Education Finance Project

The Education Policy and Leadership Center has several current and future activities that are designed to promote action by state policymakers to reform Pennsylvania’s education finance system.

The necessary education finance reforms should:

  1. align the education funding system with the state’s academic standards and assessments to ensure that adequate educational capacity is available to every student in the Commonwealth;
  2. increase the overall state share of K-12 funding;
  3. reduce the gap of funding and educational resources available among the state’s 501 school districts;
  4. promote effective accountability measures linked to the K-12 school finance system;
  5. improve the funding system for special education costs; and
  6. improve the funding system for charter schools.

  1. Since April 2001, EPLC has convened and facilitated several meetings of an informal Education Funding Advocacy Group that includes representatives of more than twenty organizations that actively support efforts to improve Pennsylvania’s statewide system of education finance. This effort is designed thus far to:

    1. share information about education funding initiatives by policymakers and the activities of the respective organizations;

    2. develop “common messages” for public and policymaker audiences

  2. During the summer and fall of 2001, EPLC coordinated efforts of the informal Education Funding Advocacy Group to offer materials and briefing sessions to 2002 gubernatorial candidates or their representatives. Two candidate teams requested and were provided briefings. The organizations will continue to be available to the newly-elected governor for confidential briefings/discussions on education finance issues.
  3. In March 2002, on behalf of more than ten organizations, EPLC mailed a ten-question survey to every Pennsylvania Primary candidate for Governor, Lt. Governor, State House and State Senate. Responses were received from more than 150 candidates and were posted on EPLC’s web site.
  4. In June/July 2002, EPLC sponsored a Seminar for legislative candidates that focused on several key education policy issues including education finance issues.
  5. In September 2002, EPLC published the Pennsylvania School Finance Primer to help promote a better understanding of the state’s education finance system among several audiences including state and local education policymakers, media representatives, candidates for public office, EPLC leadership program participants, and others. This Primer will be updated annually to reflect changes in Pennsylvania law.
  6. In September 2002, EPLC hosted the Pennsylvania K-12 Education Finance Symposium. More than 150 people representing school boards, higher education, the legislature and more attended the two-day Symposium. Sessions included presentations by key policymakers who are principal actors in one or more of the current reform activities; staff of the National Conference of State Legislatures; and Executive Director of the Campaign for Fiscal Equity, Michael Rebell.In addition to providing information about how other states have addressed similar education funding issues and the history of Pennsylvania’s education finance system, the Symposium also provided an opportunity for reform advocates to collaborate and to disseminate information and an opportunity to support efforts to make education finance reform a significant 2002 General Election campaign issue.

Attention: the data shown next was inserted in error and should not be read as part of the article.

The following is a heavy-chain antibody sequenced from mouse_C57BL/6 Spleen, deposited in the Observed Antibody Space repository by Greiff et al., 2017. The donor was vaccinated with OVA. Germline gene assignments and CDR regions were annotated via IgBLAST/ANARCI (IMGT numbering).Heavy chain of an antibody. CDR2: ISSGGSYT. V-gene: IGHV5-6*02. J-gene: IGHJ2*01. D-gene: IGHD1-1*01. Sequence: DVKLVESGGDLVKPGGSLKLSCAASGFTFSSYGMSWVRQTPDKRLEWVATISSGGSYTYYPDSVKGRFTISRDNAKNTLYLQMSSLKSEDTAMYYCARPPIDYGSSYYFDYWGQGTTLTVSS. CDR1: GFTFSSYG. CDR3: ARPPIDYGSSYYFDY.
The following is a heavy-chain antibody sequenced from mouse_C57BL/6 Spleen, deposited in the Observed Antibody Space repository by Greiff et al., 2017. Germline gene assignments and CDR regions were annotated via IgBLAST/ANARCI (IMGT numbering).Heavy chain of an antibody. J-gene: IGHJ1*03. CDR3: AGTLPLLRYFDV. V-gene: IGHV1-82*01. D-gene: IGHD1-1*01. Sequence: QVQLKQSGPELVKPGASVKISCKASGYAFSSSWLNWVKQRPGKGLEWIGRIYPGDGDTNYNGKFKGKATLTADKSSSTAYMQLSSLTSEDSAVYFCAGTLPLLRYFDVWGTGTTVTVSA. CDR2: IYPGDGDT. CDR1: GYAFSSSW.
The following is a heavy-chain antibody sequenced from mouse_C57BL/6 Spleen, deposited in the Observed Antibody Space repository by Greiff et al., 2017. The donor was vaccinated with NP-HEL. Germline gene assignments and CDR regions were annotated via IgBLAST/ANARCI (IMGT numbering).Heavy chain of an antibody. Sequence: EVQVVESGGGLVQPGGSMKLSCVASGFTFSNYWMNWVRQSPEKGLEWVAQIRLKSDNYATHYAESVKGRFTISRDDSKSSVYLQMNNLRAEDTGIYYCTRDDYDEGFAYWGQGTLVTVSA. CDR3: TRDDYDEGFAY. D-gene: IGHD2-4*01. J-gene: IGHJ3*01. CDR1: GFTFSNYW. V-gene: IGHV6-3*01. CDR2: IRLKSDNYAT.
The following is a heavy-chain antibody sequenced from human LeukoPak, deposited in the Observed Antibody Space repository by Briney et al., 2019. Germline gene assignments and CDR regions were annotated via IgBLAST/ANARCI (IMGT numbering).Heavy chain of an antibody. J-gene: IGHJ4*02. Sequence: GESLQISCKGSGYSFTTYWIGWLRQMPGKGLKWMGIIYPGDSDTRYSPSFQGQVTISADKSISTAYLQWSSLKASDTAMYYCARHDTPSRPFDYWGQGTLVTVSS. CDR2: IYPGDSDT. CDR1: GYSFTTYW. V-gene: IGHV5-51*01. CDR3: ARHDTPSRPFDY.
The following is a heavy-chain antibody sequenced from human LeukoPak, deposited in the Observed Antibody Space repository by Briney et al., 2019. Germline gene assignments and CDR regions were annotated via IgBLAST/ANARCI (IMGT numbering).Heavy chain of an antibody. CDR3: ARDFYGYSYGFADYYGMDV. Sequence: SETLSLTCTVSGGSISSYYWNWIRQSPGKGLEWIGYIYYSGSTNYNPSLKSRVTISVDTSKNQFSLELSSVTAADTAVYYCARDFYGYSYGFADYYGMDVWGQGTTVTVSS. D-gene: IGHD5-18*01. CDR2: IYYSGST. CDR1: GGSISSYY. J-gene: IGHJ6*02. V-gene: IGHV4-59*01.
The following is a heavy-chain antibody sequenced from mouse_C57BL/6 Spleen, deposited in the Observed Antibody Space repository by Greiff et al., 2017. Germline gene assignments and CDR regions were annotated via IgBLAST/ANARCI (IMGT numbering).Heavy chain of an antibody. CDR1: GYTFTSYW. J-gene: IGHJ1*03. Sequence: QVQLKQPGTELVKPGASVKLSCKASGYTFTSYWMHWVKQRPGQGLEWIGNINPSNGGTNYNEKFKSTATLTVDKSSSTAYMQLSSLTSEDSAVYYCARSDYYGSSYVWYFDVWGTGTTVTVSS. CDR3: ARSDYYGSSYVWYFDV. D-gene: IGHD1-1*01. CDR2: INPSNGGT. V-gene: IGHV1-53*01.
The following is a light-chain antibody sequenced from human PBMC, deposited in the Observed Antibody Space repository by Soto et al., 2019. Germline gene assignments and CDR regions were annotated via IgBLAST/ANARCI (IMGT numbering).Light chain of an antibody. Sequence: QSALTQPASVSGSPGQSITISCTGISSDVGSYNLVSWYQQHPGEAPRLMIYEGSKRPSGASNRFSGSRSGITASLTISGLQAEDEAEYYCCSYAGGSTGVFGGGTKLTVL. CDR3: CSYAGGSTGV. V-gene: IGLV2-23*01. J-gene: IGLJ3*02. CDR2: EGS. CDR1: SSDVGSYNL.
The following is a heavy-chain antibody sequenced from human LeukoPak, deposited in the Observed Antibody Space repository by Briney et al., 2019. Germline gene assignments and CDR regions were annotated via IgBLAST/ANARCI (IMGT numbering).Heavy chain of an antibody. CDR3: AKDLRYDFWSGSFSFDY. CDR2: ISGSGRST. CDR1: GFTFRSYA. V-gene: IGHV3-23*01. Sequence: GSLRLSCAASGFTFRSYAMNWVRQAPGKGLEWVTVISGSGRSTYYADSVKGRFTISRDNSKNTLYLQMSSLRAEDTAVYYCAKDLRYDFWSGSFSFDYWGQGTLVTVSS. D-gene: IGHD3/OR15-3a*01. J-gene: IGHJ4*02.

7. EPLC will continue to include materials and discussion about education finance reform issues in the curricula for its Education Policy Fellowship Program, the three sites of the Institute for Community Leadership in Education (ICLE), and its periodic community education forums. Participants in all of these programs are encouraged and supported with materials to remain active as members of a statewide network of citizens who actively support more effective state-level education policies, including education funding policies.
  8. EPLC will continue to be a resource and/or provide a speaker on education finance issues, upon request, for events sponsored by other organizations. March/April 2002 events included a class for education doctoral candidates at Shippensburg University, two undergraduate education classes at Duquesne University, an education funding “interfaith vigil” in Pittsburgh; a Pittsburgh-area community forum on education funding sponsored by the Pittsburgh Council for Public Education and the Mon Valley Education Consortium; the annual PA Black Council on Higher Education Legislative Conference; and a KDKA-TV business program.
  9. EPLC will continue to provide technical support upon request to any policymaker or any significant organizational efforts that are designed to promote meaningful education funding reform in Pennsylvania.
  10. Throughout all of its work, EPLC will continue to seek opportunities to initiate or support action that can contribute to efforts to enact reforms to Pennsylvania’s K-12 education finance system.

 

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